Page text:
To be fair, by stretching your imagination a bit you can construct moderately complex operations in batch files. However, you must take extreme care that the files actually do what you expect them to if you're trying to get clever. Complex batch files can be unreliable. You may think I'm being harsh, but try this. Create a few dummy files called FILE1.TST, FILE2.TST and so on. It doesn't matter what they contain and just two or three files will be enough. Then create and run the following batch file:
FOR %%A IN (FILE?.TST) DO COPY %%A %%ABCD
By the way, you could alternatively take a short cut and issue this as an immediate, manual command. To use general variables in manual commands you should specify them with only one '%' symbol in each variable, like this:
FOR %A IN (FILE?.TST) DO COPY %A %ABCD
I know this command looks a bit silly, but its purpose is to highlight the command processor's limited intelligence. You can see at once that the 'BCD' on the end of the line is a mistake, but the point is that the command processor can't. It 'thinks' the extra characters make the destination filename different to the source name. They don't of course, because the 'BCD' is completely spurious and has no effect on the names, but try the command and you'll see that it happily copies each of the files in the list to itself!
The destination names will of course include the 'BCD' in the screen display, but this is truncated when the filename is stored on the disc. The assumption (wrong in this case) is that if a command is evaluated and validated by the command processor with no error it must be both sensible and correct.
This command clearly demonstrates that this needn't be true. That's why I warned you to be careful if you get adventurous with batch files, especially using parameters, when the contents of runtime variables may not be obvious. A 'DIR' after the test above will demonstrate that you've no more files than you started with, although every file has been copied.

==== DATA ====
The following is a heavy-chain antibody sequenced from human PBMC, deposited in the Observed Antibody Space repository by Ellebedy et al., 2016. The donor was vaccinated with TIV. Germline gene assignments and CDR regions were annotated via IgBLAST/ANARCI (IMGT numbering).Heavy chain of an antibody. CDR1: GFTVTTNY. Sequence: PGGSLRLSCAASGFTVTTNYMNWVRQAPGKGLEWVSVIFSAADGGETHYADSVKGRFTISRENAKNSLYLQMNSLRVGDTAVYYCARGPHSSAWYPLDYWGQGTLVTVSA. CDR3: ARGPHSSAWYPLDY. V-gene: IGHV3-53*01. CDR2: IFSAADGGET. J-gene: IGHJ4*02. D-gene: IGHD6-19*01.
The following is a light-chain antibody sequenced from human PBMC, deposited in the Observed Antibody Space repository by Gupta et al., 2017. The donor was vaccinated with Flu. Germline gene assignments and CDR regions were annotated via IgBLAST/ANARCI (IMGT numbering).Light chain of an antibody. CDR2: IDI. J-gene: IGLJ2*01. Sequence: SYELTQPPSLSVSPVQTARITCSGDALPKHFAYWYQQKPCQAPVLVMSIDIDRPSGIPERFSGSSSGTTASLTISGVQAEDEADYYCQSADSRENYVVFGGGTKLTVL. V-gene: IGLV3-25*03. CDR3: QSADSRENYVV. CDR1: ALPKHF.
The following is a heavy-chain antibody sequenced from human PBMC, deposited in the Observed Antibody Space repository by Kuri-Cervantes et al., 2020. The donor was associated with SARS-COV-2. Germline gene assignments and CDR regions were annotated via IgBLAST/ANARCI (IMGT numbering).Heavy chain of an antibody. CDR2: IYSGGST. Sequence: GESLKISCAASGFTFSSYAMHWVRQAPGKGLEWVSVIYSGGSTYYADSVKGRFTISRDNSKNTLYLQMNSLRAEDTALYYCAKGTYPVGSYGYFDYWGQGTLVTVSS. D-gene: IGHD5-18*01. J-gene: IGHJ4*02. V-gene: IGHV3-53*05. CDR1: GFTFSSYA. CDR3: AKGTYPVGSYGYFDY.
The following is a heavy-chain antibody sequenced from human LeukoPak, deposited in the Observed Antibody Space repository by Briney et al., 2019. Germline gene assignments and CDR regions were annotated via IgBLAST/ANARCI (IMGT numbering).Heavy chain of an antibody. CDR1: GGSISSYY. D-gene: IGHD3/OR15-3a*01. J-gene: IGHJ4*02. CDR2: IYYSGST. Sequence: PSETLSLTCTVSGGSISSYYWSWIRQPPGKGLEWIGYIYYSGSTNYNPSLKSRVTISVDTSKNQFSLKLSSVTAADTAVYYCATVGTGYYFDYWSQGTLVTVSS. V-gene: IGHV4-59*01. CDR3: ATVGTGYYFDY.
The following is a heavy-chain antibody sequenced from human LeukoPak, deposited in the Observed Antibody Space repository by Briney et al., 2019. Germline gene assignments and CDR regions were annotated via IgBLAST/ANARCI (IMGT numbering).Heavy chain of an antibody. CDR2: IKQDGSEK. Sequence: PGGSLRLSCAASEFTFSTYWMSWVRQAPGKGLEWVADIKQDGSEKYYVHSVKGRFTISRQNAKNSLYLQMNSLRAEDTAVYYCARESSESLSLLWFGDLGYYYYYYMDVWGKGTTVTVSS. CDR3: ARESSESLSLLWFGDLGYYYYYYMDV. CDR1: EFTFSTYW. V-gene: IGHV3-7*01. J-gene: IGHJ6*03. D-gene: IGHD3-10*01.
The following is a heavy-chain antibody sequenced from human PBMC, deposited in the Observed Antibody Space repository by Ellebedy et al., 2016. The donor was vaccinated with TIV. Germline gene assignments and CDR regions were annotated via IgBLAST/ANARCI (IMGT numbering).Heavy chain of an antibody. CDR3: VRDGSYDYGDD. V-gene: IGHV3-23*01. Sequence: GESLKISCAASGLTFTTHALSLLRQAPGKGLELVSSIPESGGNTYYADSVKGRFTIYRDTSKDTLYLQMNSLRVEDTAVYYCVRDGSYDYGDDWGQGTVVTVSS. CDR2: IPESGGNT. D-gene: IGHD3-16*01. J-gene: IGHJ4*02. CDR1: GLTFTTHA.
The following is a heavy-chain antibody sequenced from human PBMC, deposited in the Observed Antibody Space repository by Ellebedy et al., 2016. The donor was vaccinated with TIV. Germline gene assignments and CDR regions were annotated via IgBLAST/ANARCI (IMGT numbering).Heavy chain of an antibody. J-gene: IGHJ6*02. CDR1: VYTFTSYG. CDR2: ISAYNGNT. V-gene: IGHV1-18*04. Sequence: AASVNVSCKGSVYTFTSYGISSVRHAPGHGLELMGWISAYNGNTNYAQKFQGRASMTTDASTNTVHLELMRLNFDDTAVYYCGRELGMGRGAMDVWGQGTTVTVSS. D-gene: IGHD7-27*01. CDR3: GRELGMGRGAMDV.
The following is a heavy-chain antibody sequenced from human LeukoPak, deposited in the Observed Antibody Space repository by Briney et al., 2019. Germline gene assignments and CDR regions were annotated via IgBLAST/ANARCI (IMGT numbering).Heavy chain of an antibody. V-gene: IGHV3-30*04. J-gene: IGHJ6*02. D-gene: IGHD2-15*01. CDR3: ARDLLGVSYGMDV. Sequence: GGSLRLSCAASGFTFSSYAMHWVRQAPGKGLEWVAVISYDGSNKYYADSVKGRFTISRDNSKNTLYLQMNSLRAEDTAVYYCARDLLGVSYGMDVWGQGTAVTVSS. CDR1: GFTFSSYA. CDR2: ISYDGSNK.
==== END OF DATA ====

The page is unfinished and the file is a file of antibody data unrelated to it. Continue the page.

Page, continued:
OK, so this example is harmless and somewhat artificial. However, think of the potential dangers if you expected a batch file to copy real files to new ones, but in the event it didn't? This could be a bit more serious don't you think?
Weighing up the capabilities versus the limitations of batch functions I keep coming back to the thought that with modest extra effort the designers could easily have produced a much more powerful, useful and above all reliable facility. The basic ideas seem fine, but the job looks half finished, as if someone went to lunch and forgot to return to complete it.
This glimpse of what might have been needn't be a permanent frustration, but you'll have to go to outside software suppliers to find a cure. There are several batch file utilities and compilers for DOS systems, all of which were produced because of these shortcomings, bugs and omissions in the standard system.
If you've ever felt frustrated by the limitations of batch files and want to enhance them beyond the facilities offered by the standard implementation you'll find various worthwhile batch file utilities and compilers in shareware at the usual very reasonable prices.
Finally, I have details of a couple more members who would like to hear from other 512 users and have asked for their addresses to be published.
Mr. C.W. Robertson,
The second is Oliver Debus. Oliver is 19 years old and would like to hear from other 512 users, most especially of course if they also live in Germany, but Oliver's English is excellent so don't let that stop you writing. He tells me the nearest Acorn dealer is 100Km away and deals only in Archimedes systems anyway, so Oliver feels just as cut off as Ron Thompson who I mentioned a few months back. Write to Oliver at: